Recently a quotation from George Clooney made the rounds on facebook. Every Democrat worth his liberal-leaning salt was running this admonition from the popular actor. In part he said:
“I’m disillusioned with the people who are disillusioned with Obama, quite honestly, I am. Democrats eat their own. Democrats find singular issues and go, ‘Well I didn’t get everything I wanted.’ I’m a firm believer in sticking by and sticking up for, the people whom you’ve elected.”
It sounds a lot like the old right wing slogan, ‘My Country…Love it or leave it.” It implies that to disagree with your own party and to question its commitment to basic ideas and beliefs is not only disloyal and inappropriate but tantamount to treason.
Progressives love to mock Rush Limbaugh’s followers and took special glee, years ago, when Limbaugh was revealed to have a serious addiction to drugs. His followers, who call themselves “dittoheads,” dutifully found forgiveness for their flawed radio guru, a concession they would not have likely been able to bestow on a Democrat.
Conversely, liberals were downright joyous. To them, the blind allegiance to the talk show host exposed a serious flaw in the listeners’ conservative idealism. It revealed a partisan intractability that went far beyond anything resembling an ideological dedication.
Now the tables are turned. President Obama came to the office with a boast to “change the world.” It was his promise, not a declaration that was forced upon him. Our expectations were grounded in his assurances. Consequently, the disappointment has been profound and the negative commentary entirely justified.
The president’s most faithful followers–those who give new meaning to “blind allegiance”—lashed out at his critics, especially when objections came from the Left. Some questioned their loyalty to the President or the Democratic Party. At other times, the critics were simply moved to the margins and ignored.
But the fact is, the knee-jerk supporters are the ones who do the president the greatest disservice of all. They’re defending him for all the wrong reasons.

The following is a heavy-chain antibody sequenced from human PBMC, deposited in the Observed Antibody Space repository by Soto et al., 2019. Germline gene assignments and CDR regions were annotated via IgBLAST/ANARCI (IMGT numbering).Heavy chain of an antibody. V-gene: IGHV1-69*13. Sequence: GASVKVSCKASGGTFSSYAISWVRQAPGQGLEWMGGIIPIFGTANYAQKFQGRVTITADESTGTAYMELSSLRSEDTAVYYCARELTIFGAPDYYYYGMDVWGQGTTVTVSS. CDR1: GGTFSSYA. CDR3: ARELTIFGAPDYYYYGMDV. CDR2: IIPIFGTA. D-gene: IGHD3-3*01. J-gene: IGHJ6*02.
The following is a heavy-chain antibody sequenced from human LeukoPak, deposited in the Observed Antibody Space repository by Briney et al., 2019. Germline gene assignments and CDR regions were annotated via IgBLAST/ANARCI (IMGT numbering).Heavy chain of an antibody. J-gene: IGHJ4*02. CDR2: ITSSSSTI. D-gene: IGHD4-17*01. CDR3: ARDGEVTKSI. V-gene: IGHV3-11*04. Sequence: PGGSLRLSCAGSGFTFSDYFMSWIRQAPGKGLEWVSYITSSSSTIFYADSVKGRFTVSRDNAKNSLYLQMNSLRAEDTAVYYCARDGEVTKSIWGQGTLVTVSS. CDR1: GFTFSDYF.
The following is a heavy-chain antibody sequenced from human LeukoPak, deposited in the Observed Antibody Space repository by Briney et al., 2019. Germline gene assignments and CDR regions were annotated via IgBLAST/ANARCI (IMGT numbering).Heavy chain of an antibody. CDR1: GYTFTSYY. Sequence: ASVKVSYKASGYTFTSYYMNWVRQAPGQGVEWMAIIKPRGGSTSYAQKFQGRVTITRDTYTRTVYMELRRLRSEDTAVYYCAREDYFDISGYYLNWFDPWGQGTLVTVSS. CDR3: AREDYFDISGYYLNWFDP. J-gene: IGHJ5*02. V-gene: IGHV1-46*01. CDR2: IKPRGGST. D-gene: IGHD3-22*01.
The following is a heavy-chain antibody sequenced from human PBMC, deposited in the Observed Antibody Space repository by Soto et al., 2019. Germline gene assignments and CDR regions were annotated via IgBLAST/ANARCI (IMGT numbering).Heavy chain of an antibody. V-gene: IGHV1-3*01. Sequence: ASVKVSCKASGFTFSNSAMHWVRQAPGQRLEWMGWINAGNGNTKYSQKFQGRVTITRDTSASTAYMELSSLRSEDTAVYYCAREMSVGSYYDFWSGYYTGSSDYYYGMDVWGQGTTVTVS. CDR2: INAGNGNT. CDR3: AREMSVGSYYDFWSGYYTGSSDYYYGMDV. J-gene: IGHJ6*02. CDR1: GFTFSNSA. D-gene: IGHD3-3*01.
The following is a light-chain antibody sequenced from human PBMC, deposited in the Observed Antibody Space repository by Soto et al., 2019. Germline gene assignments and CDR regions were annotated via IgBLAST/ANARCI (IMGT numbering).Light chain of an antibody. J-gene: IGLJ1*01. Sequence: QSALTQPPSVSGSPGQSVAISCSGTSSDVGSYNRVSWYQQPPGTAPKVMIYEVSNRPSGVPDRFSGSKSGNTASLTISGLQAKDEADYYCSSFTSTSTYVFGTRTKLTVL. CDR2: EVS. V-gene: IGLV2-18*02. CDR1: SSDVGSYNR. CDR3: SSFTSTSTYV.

None of us has any idea what kinds of pressures fall upon a president, once he assumes the office. Surely they are staggering and there will always be efforts from other powerful men and women, with agendas of their own, to alter the course a president has set for himself and the country.
I’d like to believe that this is what happened to President Obama–that he assumed the office with every intention of “changing the world,” but hit a wall of opposition from the same old tired men and women, and perennial government agencies, and greedy Wall Street influences that ultimately caused him to back away from the Dream we all thought he would pursue.
So…to everyone who wanted him to chase that Dream, you tell me—is it better to shrug and fall back on the same old excuses that we (and they) always embrace when our leaders disappoint us? Is it better to say:
1) “Well, he’s better than Bush.”
2) “It’s the Republicans’ fault.”
3) “He’s not perfect, but at least he’s a Democrat.”
4) “He IS a good speaker though.”
5) “I like his family.”
6) “He’s still better than Bush (encore).”
How will that kind of equivocation ever inspire President Obama to pursue the courage of his convictions? How will letting him off the hook possibly send the message that we are disappointed and that we want him to take the country in a different direction? Why isn’t holding his feet to the fire not only preferable but downright imperative?
The office of the president has got to be a lonely place, and very isolated. When you are virtually surrounded by an administration hell-bent on protecting the president from bad news, it’s all the more reason for the country to speak loudly and clearly.
President Obama can take it. I like President Obama. I think he is a decent man. He’s brilliant and witty and surely the guy can imitate Al Green better than anybody I know. I want him to succeed. And I think deep down, he still sees the Big Picture. I think he’s wise enough to separate hysterical and loathsome attacks from constructive criticism. John Kennedy, during his short 1000 Days in office, was known to seek a different opinion before he made a decision, and he had to make some tough ones.
President Obama deserves to hear from us, no matter how much we disagree with him. As long as he understands that our voices only reflect what we hope is best for the country and for his presidency, we should not be afraid, nor should any of us be stifled, to express those objections.
To read Jim’s other “Take it or Leave it” articles from this issue, follow these links:
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